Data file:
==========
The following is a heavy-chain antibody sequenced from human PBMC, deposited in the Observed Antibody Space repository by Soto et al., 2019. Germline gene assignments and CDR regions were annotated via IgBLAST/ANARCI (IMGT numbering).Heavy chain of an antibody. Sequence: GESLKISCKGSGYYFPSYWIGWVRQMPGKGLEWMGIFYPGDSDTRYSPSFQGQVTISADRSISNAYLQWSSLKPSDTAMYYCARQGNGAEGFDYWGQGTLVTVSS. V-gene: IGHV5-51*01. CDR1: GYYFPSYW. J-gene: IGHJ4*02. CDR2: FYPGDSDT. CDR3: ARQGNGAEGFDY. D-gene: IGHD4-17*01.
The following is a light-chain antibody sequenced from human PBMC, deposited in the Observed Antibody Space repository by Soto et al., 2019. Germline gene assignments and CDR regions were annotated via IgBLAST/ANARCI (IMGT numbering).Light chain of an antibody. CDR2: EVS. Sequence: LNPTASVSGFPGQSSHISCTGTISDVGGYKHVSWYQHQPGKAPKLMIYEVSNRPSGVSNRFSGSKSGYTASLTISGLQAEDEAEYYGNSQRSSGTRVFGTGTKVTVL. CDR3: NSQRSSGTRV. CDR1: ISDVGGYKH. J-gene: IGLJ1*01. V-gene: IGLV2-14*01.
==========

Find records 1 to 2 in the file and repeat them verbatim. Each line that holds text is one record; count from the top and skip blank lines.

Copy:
The following is a heavy-chain antibody sequenced from human PBMC, deposited in the Observed Antibody Space repository by Soto et al., 2019. Germline gene assignments and CDR regions were annotated via IgBLAST/ANARCI (IMGT numbering).Heavy chain of an antibody. Sequence: GESLKISCKGSGYYFPSYWIGWVRQMPGKGLEWMGIFYPGDSDTRYSPSFQGQVTISADRSISNAYLQWSSLKPSDTAMYYCARQGNGAEGFDYWGQGTLVTVSS. V-gene: IGHV5-51*01. CDR1: GYYFPSYW. J-gene: IGHJ4*02. CDR2: FYPGDSDT. CDR3: ARQGNGAEGFDY. D-gene: IGHD4-17*01.
The following is a light-chain antibody sequenced from human PBMC, deposited in the Observed Antibody Space repository by Soto et al., 2019. Germline gene assignments and CDR regions were annotated via IgBLAST/ANARCI (IMGT numbering).Light chain of an antibody. CDR2: EVS. Sequence: LNPTASVSGFPGQSSHISCTGTISDVGGYKHVSWYQHQPGKAPKLMIYEVSNRPSGVSNRFSGSKSGYTASLTISGLQAEDEAEYYGNSQRSSGTRVFGTGTKVTVL. CDR3: NSQRSSGTRV. CDR1: ISDVGGYKH. J-gene: IGLJ1*01. V-gene: IGLV2-14*01.